Excerpts from the blog Lost in the bailout melee was a bill that U.S. Rep. Adam Smith, D-Tacoma, introduced Monday to address intrusive...

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Excerpts from the blog

Lost in the bailout melee was a bill that U.S. Rep. Adam Smith, D-Tacoma, introduced Monday to address intrusive and inappropriate laptop snooping by the Border Patrol.

Smith’s statement in the news release:

“The chief responsibility of the United States government is to protect its citizens, and while doing so it is critical that we do not overshadow the obligation to protect the privacy and rights of Americans. This legislation will provide clear and common-sense legal avenues for the Department of Homeland Security to pursue those who commit crime and wish to do our country harm without infringing on the rights of American citizens. Importantly, it will provide travelers a level of privacy for their computers, digital cameras, cellular telephones and other electronic devices consistent with the Constitution and our nation’s values of liberty.”

Smith said the Travelers Privacy Protection Act is in response to a July 16 Homeland Security policy that “allows customs agents to ‘review and analyze’ the contents and files of laptops and other electronic devices for an unspecified period of time ‘absent individualized suspicion.’ “

The policy came after reports of customs agents’ forcing people to hand over their laptops or phones “for lengthy periods of time while the devices were searched, and in some cases, contents of the devices copied. Reports have also surfaced that some devices had been confiscated and returned weeks or months later with no explanation.”

We’ll see if he can restore liberty and common sense.

Ballmerspeak

Steve Ballmer’s candor about Microsoft’s earnings can be refreshing, or startling, depending on your perspective.

On Tuesday, he made comments at an event in Norway that suggest Microsoft is going to take a hit from the economic downturn.

He’s stating the obvious — “of course companies will spend less on software and technology if they’re suffering” — but I wonder what it says about Microsoft’s Oct. 23 earnings report.

Ballmer’s comments came before Microsoft closed up about 7 percent Tuesday, but his concerns about enterprise spending pushed SAP down 2 percent in Germany, according to a Reuters report.

An excerpt:

“We have a lot of business with the corporate sector as well as with the consumer sector and whatever happens economically will certainly effect itself on Microsoft,” he told Reuters.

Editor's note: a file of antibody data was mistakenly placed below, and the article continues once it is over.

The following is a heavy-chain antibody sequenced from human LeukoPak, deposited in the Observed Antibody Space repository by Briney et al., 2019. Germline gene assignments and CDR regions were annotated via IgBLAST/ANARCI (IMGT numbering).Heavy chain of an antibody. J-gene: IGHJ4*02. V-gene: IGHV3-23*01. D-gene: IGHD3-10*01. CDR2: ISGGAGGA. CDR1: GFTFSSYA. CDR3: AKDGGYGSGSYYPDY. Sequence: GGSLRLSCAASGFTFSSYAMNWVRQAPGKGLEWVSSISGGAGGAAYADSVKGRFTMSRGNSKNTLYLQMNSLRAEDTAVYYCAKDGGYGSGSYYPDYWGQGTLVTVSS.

“I think one has to anticipate that no company is immune to these issues,” he said, but declined to be more specific.

That’s a thin TV

If there’s still a market for fancy new television sets this fall, Sony will have it covered with a raft of new models it unveiled in Japan this week.

A 27-inch AMOLED model with a flexible screen drew some attention, but the flexible screens have been shown before.

More intriguing to mainstream buyers may be a new ultrathin Bravia ZX1 going on sale in a few months in Japan.

The ZX1 will presumably be available in the U.S. sometime after the Consumer Electronics Show in January, where it’s bound to make a big splash.

The screen is 40 inches but only an inch thick at its thickest point; much of the panel is just 9.9 millimeters thick.

It connects wirelessly to a separate tuner unit that streams 1080p content. The set will go on sale in Japan for about $4,500 in November, according to information from Japan magazine that was picked up by Electronista.

Now if only they could make the electrical connection wireless, you could hang one of these anywhere in your house without having to poke through walls and extend wires.

Sony’s also making a big push into Internet-connected TVs with the new models. Ethernet jacks are included on the new Bravia X1 line, for instance, and on the tuner module of the ZX1.

Surface surfaces

Seattle’s Hotel 1000 is installing one of Microsoft’s Surface tabletop computers this week, following the system’s local debut at the Sheraton in August.

Hotel 1000’s setting its Surface in a circular lobby area it calls the “Studio.” The system’s running custom software from local developer IdentityMine.

It’s tapping into Hotel 1000’s network to provide guest services and it will have a memory-card reader so guests can view and sort images from their digital cameras.

This material has been edited for print publication.

Brier Dudley’s blog appears Thursdays. Reach him at 206-515-5687 or bdudley@seattletimes.com.